Although a diehard renter could argue any negative point with a positive, it all boils down to personal choice. Not everyone can afford a mortgage and have no choice but to rent. Some people like myself have no choice but to own a home so my wife will be happy; happy wife, happy life. Make sure you catch my next post where I list the pros and cons of home ownership.


Anonymous said…

It would be interesting to compare renting vs buying as an investment over a 25yr period. If the renter were to match $4$(in his investment acct(dividends only please) the buyer’s costs ie mort payments, interest, taxes, repairs, insurance etc vs rent payments,I think the renter would be ahead especially with the advantage of rent price controls in some provinces .The comparison would end with the sale or current appraisel of mrkt value of the house

Invest It Wisely said…

There are pros and cons to both, and financially speaking when you add in the opportunity costs of investing those mortgage payments, there may not be a large difference between renting and owning. In some instances you will make more money owning (2002-2005?) and in other instances renting would have been better (1990-2000 and investing in equities?). Since there probably isn’t that large of a difference in the long run, much of it does come down to personal preference and choice, and when it’s about that, you can’t really be “wrong” either way.

Addicted2dividends said…

I thought about the pros and cons quite a bit. It all depends on the willpower of the renter if they actually do invest the extra money or not. You might be able to invest the extra money over the years and the dividends may be able to pay your rent depending on what you invest in.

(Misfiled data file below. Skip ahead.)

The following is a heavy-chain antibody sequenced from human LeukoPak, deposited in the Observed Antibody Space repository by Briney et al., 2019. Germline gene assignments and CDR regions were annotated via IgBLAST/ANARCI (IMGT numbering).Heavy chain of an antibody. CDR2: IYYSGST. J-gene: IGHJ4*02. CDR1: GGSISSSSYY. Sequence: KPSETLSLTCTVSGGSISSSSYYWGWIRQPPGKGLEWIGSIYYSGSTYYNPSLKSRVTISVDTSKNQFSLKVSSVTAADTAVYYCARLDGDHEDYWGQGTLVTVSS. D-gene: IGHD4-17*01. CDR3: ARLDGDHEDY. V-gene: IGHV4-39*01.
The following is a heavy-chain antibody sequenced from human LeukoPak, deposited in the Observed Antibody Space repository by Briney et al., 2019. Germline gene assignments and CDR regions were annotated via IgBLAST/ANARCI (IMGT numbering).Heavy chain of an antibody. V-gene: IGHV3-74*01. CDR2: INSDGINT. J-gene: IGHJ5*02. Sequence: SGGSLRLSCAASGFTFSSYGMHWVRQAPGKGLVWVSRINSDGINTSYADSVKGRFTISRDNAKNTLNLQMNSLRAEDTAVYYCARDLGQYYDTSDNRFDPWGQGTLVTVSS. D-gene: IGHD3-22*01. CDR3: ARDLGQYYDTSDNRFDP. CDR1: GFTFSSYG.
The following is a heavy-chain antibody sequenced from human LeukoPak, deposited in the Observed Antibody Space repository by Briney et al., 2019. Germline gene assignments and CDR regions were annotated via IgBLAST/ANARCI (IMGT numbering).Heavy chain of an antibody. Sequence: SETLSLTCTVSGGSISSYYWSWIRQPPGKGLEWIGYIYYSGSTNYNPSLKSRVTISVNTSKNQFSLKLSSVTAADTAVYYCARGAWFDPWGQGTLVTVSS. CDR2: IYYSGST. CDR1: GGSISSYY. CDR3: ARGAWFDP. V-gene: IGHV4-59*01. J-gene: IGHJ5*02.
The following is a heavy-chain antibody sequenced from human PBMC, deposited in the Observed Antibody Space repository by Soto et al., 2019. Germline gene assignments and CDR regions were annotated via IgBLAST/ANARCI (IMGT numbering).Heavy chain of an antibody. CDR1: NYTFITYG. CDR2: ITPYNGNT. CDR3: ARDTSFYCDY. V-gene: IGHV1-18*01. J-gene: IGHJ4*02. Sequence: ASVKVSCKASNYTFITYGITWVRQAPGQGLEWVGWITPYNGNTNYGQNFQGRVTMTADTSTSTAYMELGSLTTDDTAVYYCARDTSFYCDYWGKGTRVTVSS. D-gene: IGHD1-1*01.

But what about the home equity that you can tap to invest while you pay the mortgage down and claim the interest as an investment which can help pay the mortgage at the same time which I will talk about in the next part.

Anonymous said…

I think there are huge advantages to owning over renting…Not to dis any renters or anyone else who believes whole heartedly in renting. I just can’t toss up the leverage you can get on owning a house and building that equity. It gives a individual so much more of an edge the next time you need to loan money for investments.

Little House said…

I’ve been a renter for years with the goal of purchasing my own house. I definitely see both sides of the coin. I think it depends on a lot of variables such as flexibility, cost of renting vs. buying, what long term goals are in store, and if you need access to HELOCs (which can be both good and bad!).

Addicted2dividends said…

Yeah HELOCs can be a double edged sword. Good having access to money anytime you might need it. Bad if you get over your head and the bank comes to collect. Good luck with your goal of owning a home one day!

Sunil from the Extra Money Blog said…

all good points

just wanted to add that many think that paying off a mortgage means owning property free and clear (and no more payments). truth is, at least in the USA you never own your property free and clear. property tax has to be factored in, and that is a variable that has been steadily on the rise

Addicted2dividends said…

One thing is certain about property taxes; they always go up. I wish I could deduct the interest from my mortgage like you can in the states…jealous!

Doctor Stock said…

Interesting post. Whether renting or owning, all investors should consider another option to the real estate play, namely, REITs. They carry less risk than many hard real estate asset options with far less capital investment. Furthermore, they pay you a dividend to hold them… anyway, just a thought to mix into the discussion.


About EdR

Tant que les lions n’auront pas leurs propres historiens, les histoires de chasse continueront de glorifier le chasseur. (proverbe africain)